It is 2022 and we’re seeing a great new trend in the Canadian industry - the inclusion of detailed terpene profiles on flower! Terpenes are the underrated cousins of cannabinoids - they’re absolutely vital for producing different smells, tastes and effects, but for the longest time they were overlooked as THC numbers stole the spotlight.
Do you remember our post about the “entourage effect”? Defined as “the cannabis compounds, other than tetrahydrocannabinol (THC), that act synergistically with it to modulate the overall psychoactive effects of the plant.” In other words, your body may respond differently to a strain, irrespective of its THC content, than another person based on its terpene profile and how that modulates its individual affects on you.
A strain’s high is not solely due to its THC percentage. The things that make your favourite strains your favourite strains come down to the full package of what that plant is offering chemically and then how that unique chemistry interacts with your individual ‘endocannabinoid system’. The final product you are consuming (and no, not all methods of consumption produce equal effects) is a result of not only the levels and ratios of cannabinoids but alsolevels and ratios of terpenes and how it all comes together to create a beautifully unique experience.
One of the great joys of experimenting with new cannabis strains is discovering what you love, but also what you are not crazy about. And for the longest time, without terpene profiles being public knowledge, it was tough to figure out what you might also enjoy when your favourite strain is out of stock.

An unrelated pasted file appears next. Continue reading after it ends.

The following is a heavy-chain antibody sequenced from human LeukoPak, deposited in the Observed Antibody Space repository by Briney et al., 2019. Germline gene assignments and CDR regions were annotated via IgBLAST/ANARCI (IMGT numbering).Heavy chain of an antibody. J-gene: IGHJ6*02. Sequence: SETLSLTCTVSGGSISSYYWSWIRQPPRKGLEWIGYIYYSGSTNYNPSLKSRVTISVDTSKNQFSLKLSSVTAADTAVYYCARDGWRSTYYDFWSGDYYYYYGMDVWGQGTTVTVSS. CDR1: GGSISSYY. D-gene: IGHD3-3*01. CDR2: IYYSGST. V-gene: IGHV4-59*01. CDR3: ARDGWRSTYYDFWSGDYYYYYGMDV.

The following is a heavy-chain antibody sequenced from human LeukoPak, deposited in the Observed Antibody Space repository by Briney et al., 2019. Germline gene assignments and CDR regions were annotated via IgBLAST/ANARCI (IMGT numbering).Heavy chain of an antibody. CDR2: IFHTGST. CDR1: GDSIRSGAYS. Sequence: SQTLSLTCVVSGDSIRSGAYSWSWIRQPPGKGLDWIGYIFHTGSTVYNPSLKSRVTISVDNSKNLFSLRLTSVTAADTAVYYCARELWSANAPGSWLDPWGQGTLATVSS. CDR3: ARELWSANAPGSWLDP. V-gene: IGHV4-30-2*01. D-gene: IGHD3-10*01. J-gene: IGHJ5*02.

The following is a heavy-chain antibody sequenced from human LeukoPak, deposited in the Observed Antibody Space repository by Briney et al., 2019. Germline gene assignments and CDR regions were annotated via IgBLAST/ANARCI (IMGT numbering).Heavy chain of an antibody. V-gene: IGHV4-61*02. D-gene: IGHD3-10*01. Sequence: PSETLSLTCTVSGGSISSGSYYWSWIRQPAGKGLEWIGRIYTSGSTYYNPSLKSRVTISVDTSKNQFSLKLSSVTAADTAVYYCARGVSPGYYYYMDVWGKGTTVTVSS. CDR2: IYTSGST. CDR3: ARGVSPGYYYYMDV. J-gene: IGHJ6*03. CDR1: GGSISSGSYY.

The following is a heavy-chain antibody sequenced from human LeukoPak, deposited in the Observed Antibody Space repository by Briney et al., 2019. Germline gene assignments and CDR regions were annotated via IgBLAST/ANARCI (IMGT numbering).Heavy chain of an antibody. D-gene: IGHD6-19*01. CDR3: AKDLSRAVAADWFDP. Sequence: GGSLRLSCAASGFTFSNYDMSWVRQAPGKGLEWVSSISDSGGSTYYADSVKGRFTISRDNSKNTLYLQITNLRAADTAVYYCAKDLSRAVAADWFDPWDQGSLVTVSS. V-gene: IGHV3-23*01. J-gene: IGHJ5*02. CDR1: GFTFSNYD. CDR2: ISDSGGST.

For example, let’s take a look at Natural History’s LA Kush Cake. If you happened to love that strain, you could easily see the percentage of terpenes and realise that its most dominant terpene (at 29%) was a-farnasene, which is more of a rare terpene, but it’s also quite high in caryophyllene (17%) and limonene (12%). So, when you’re trying something new, you’ll want to look for strains that feature those 3 prominently, so perhaps Natural History’s Fruit Cake (high in caryophyllene and limonene) or BLKMKT’s Peanut Butter Mac (dominant in caryophyllene and limonene with farnesene listed) would be the next new thing to try.
It is important to keep in mind that everyone has different preferences and there will of course be variance between licensed producers (and even batches within that LP) because cannabis is a plant and nature is never cookie-cutter or easily standardized. Yet the cannabis industries trending toward detailed terpene profiles means you can learn more, and the more info you have, the better choices you can make!